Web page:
The bottom line is that as long as Reed’s political neutrality policy stands, the only moral considerations regarding Reed’s endowment will be those that have become so politically obsolete and taken for granted that Reed’s “divestment” from them will be sending an old and irrelevant signal. Financial responsibility and Perlmutter’s concerns about the immorality of Reed’s endowment being the lynchpin of academic freedom are the only justifications we have for this policy. Reed has been clear that its official stance is that to invest in is not necessarily to endorse, yet Reed wants to make a big deal about the political implications of stopping investments in fossil fuels. Amid these contradictory values, it is up to the broader Reed community, and ultimately the Board of Trustees, to decide whether the endowment gets to have its cake and eat it too.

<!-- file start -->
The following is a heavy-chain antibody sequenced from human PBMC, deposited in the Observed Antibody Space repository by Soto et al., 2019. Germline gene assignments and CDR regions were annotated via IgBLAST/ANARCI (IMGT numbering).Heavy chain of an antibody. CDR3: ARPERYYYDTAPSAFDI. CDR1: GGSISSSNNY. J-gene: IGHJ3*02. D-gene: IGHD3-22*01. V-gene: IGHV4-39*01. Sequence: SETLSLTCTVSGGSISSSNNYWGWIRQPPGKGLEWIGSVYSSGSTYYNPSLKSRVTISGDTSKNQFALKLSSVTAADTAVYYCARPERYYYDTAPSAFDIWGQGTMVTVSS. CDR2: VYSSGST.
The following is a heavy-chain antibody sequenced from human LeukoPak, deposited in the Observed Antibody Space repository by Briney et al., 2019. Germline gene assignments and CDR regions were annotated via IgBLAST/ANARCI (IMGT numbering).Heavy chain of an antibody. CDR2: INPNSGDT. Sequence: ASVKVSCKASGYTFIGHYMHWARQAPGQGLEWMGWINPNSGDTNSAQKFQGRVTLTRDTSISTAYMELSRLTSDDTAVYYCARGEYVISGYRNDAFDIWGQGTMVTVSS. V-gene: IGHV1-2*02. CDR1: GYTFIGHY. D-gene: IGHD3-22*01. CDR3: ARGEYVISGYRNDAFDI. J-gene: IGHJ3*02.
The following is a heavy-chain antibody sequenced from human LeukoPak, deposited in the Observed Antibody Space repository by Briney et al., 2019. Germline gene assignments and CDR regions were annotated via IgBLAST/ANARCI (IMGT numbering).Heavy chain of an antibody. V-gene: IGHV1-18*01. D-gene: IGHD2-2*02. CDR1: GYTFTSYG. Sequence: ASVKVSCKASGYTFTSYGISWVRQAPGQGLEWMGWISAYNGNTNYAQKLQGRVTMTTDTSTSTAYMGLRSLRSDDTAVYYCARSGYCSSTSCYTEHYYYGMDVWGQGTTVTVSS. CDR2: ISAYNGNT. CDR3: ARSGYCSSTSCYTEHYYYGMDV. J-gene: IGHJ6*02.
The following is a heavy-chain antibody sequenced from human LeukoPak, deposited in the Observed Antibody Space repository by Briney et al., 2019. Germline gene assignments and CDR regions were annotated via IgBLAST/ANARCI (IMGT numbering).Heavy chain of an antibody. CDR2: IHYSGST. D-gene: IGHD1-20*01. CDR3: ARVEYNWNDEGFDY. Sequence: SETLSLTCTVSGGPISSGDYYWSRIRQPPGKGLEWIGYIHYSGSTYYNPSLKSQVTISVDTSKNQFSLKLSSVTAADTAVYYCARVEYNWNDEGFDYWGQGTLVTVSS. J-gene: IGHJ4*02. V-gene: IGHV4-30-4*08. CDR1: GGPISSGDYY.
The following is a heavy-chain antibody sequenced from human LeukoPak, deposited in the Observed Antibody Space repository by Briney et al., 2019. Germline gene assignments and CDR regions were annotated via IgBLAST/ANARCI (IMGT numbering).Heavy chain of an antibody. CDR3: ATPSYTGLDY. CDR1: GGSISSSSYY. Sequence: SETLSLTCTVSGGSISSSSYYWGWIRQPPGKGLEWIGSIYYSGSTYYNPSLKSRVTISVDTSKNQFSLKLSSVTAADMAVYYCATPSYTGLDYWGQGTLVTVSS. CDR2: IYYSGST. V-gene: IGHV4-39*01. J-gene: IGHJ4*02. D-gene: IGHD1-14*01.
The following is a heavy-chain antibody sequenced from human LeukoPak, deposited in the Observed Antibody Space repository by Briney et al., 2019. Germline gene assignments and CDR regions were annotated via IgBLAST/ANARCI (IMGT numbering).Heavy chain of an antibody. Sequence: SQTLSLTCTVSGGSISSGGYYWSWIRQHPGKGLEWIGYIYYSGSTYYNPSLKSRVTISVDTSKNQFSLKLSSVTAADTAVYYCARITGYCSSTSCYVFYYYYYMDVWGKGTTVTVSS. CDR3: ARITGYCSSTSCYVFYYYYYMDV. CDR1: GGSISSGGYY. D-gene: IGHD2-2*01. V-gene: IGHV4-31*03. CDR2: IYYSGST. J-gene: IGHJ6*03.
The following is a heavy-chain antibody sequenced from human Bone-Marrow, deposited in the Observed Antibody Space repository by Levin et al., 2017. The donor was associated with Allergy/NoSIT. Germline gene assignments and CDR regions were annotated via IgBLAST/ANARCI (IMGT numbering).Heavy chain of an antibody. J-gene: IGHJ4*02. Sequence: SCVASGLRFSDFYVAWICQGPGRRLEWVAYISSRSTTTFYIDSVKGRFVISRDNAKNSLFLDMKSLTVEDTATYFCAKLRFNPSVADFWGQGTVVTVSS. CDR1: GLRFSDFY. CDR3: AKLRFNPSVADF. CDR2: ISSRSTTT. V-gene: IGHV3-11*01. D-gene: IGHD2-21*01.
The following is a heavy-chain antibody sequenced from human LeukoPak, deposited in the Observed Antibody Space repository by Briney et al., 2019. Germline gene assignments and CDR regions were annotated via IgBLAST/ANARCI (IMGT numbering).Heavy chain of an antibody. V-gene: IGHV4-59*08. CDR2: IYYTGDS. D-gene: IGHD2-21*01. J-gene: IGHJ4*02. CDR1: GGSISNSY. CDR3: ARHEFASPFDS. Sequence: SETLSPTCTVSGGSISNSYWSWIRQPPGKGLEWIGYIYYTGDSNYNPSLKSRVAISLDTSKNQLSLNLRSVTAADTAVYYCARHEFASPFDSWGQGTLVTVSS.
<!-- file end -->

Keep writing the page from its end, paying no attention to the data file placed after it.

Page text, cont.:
Notify of

Inline Feedbacks
View all comments

Related Stories


We would love your thoughts, please comment!x
%d bloggers like this: